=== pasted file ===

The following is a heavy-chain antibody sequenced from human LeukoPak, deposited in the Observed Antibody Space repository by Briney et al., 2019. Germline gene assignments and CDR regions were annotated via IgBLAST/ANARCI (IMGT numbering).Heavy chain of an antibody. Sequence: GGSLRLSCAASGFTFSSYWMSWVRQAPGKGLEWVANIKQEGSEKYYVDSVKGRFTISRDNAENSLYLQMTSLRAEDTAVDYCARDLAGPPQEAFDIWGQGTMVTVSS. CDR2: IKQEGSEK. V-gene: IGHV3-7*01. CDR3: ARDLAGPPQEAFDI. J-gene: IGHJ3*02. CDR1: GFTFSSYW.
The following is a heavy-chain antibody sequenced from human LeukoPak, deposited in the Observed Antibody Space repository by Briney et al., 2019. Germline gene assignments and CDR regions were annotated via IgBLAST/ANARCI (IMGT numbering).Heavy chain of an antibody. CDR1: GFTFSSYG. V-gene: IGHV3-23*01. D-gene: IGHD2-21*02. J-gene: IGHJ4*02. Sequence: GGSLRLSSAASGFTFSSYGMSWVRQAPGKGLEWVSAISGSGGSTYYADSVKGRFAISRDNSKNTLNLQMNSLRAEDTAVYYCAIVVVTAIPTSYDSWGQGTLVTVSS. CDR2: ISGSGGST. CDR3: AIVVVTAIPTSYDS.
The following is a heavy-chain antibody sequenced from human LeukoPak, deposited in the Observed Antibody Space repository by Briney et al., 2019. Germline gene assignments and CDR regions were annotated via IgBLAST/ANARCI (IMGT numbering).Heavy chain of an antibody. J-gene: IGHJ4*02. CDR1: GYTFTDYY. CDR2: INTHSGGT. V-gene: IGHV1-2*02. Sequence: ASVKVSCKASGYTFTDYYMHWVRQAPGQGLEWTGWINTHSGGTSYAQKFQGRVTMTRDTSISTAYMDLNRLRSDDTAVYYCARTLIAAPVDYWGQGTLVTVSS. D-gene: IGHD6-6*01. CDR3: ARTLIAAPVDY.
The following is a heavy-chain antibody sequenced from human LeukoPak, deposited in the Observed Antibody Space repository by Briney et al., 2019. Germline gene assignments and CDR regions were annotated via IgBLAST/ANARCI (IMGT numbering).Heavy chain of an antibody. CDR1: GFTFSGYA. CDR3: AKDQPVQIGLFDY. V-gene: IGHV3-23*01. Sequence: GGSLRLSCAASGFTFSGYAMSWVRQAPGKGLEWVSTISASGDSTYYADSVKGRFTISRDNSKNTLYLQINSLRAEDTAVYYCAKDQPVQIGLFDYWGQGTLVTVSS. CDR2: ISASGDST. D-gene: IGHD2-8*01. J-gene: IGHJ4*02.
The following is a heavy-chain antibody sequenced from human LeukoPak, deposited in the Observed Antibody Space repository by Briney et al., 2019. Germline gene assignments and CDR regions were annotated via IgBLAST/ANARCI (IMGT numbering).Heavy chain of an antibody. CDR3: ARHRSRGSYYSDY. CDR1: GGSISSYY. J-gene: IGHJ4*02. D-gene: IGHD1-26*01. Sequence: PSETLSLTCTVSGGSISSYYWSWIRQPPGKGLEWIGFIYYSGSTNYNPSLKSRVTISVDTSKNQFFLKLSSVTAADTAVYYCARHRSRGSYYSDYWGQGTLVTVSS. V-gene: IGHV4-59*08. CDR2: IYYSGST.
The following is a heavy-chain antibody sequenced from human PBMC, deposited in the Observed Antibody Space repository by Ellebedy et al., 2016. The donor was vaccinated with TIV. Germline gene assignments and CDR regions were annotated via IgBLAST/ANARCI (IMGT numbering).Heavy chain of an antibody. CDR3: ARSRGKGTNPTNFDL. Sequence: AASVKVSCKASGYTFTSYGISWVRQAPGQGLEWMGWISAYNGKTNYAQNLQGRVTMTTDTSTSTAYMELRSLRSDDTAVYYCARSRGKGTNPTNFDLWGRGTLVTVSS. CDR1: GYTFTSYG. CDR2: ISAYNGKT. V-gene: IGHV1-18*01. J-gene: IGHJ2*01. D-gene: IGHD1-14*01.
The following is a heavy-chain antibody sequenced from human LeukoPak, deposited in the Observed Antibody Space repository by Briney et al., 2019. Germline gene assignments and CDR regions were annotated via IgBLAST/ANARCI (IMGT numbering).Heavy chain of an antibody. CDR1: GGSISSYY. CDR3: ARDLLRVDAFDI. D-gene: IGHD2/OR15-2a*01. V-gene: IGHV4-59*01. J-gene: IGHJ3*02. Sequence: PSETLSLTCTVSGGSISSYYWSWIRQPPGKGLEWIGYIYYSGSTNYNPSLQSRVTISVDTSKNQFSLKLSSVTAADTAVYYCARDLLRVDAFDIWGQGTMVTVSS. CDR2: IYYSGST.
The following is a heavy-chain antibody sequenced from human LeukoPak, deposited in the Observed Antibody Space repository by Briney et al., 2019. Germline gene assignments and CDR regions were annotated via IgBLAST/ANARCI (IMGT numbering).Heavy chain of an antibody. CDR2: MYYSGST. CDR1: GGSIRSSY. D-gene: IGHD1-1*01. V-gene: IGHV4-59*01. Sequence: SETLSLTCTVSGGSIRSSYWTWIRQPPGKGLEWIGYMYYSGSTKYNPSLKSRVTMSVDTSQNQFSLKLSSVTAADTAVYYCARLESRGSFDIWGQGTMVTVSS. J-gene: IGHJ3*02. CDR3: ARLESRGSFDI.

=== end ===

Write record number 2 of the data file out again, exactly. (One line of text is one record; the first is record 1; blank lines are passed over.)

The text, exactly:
The following is a heavy-chain antibody sequenced from human LeukoPak, deposited in the Observed Antibody Space repository by Briney et al., 2019. Germline gene assignments and CDR regions were annotated via IgBLAST/ANARCI (IMGT numbering).Heavy chain of an antibody. CDR1: GFTFSSYG. V-gene: IGHV3-23*01. D-gene: IGHD2-21*02. J-gene: IGHJ4*02. Sequence: GGSLRLSSAASGFTFSSYGMSWVRQAPGKGLEWVSAISGSGGSTYYADSVKGRFAISRDNSKNTLNLQMNSLRAEDTAVYYCAIVVVTAIPTSYDSWGQGTLVTVSS. CDR2: ISGSGGST. CDR3: AIVVVTAIPTSYDS.